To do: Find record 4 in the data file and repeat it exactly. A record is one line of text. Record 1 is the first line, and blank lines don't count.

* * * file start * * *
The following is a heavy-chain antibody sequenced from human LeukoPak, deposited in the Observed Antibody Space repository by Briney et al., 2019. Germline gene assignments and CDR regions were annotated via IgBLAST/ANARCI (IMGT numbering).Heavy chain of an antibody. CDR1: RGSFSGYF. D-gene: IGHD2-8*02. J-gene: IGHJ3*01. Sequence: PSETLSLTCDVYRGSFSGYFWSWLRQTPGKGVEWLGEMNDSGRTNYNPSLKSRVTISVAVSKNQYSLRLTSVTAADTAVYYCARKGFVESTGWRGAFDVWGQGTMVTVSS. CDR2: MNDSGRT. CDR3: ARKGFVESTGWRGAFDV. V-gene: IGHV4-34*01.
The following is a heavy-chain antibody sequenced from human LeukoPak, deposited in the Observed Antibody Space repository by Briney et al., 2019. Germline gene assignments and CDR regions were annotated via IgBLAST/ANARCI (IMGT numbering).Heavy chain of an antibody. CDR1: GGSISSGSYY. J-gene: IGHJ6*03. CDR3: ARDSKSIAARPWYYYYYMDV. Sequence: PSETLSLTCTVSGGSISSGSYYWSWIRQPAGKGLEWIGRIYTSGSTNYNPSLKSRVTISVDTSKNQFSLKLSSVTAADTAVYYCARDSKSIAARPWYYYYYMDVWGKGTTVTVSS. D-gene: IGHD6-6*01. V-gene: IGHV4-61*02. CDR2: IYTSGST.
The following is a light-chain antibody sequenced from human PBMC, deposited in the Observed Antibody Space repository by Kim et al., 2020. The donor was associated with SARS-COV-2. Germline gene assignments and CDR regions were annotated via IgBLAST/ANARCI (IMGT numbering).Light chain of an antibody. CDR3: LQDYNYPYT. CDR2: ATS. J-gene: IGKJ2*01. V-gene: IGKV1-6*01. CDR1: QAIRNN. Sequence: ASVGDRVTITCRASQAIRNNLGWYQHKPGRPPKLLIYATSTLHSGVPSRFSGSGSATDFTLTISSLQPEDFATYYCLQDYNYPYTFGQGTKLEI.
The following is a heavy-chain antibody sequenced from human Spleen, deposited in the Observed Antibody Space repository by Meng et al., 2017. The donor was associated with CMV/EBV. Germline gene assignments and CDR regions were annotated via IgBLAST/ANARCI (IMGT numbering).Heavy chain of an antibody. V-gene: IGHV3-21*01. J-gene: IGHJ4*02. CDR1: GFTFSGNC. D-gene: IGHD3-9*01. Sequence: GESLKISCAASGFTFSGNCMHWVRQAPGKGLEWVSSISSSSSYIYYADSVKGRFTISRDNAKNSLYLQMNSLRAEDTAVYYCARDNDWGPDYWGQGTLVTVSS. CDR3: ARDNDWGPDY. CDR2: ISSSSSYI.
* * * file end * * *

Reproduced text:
The following is a heavy-chain antibody sequenced from human Spleen, deposited in the Observed Antibody Space repository by Meng et al., 2017. The donor was associated with CMV/EBV. Germline gene assignments and CDR regions were annotated via IgBLAST/ANARCI (IMGT numbering).Heavy chain of an antibody. V-gene: IGHV3-21*01. J-gene: IGHJ4*02. CDR1: GFTFSGNC. D-gene: IGHD3-9*01. Sequence: GESLKISCAASGFTFSGNCMHWVRQAPGKGLEWVSSISSSSSYIYYADSVKGRFTISRDNAKNSLYLQMNSLRAEDTAVYYCARDNDWGPDYWGQGTLVTVSS. CDR3: ARDNDWGPDY. CDR2: ISSSSSYI.